Scene One: Arriving at the airport only to find that their flights were canceled at the last minute due to weather conditions, the two unlikely friends join forces at the car rental counter, setting out for a seven hour odyssey through the night to arrive in time for their scheduled lecture.
Scene Two: Long lines of folks snake slowly to the gate, scan their gate passes and find their places along the wooden benches lining the cavernous, wood roofed open air amphitheater. This is Chautauqua, a venerable institution that hosts a nine week summer program of a very special nature. Ideas, music, the arts and conversation against a backdrop of ecumenical interchange forms the basis of a very wonderful summertime experience. A hum of anticipation rises from the assembling crowd. Newspapers rustle, snippets of conversation about yesterday’s talk or tonight’s ballet can be overheard. The speakers ascend the well lit stage that is home to huge pink flower arrangements and a living room like setting, and an expectant hush settles over the audience.
The place-Chautauqua Institution. The topic-Friendship. The speakers: Cornel West, a black, liberal activist and professor of philosophy and political thought at the Union Theological Seminary and Robert P. George, a white conservative professor of jurisprudence from Princeton.
West and George, two colleagues who met at Princeton University in the 90s shared with us some of the secrets to their unlikely friendship including sincerity, truth seeking and connection. These secrets have helped them forge a friendship over the ideological, theological, and cultural divide and across decades.
So how does this friendship work? Listening carefully and between the lines there are two variables that become clear. Respect and love. Each of these intellectual giants respects the other even though they may not, and often do not agree with opinions and ideas that are diametrically opposed to their own. George spoke about how brilliant West is, and about how much he enjoys their conversations and intellectual sparring. West talked about love and about how when you love someone you sacrifice something of yourself, of your ego, and of who you are, so that you can be together in a shared space. Together they build trust and together they seek truth.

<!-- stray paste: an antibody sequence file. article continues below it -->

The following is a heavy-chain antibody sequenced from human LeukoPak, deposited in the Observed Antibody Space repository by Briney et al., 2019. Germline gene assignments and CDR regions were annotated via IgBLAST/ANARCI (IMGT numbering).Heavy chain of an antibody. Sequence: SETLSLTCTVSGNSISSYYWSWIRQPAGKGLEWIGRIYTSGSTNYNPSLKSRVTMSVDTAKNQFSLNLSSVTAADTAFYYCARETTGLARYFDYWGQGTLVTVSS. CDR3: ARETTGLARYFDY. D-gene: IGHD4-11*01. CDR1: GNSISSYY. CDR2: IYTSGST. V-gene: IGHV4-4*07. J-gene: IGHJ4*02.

In providing suggestions for the audience about how to continue the dialogue George supported the importance of exposing ourselves to people and ideas we do not agree with. Surrounding ourselves with exclusively supporting opinions and friends creates a bubble and increases the divide.
While the talk was interesting and stimulated thinking on how to bridge political and ideological differences in our world, the most inspiring part of this meeting was what preceded it. Picturing their long drive through the night together in order to arrive in time for their scheduled talk, fires the imagination. These two outstanding thought leaders are not merely poster boys for friendship, they actually live it. You can feel the love in the air between the two, and you can hear the respect in their voices.
All that is left for us to do is to take their lesson of friendship into our lives: the ability to listen, truly listen and then pause before we send back an immediate refute or biting response. Pause and breathe. And then figure out what’s next. Reminding ourselves that not all of our views or opinions are gospel truth, or even self evident human truths. Allowing ourselves to be open, to question, to consider and then to formulate our response. How do two opposing views live together in peace and in love? Chautauqua has given us one beautiful answer.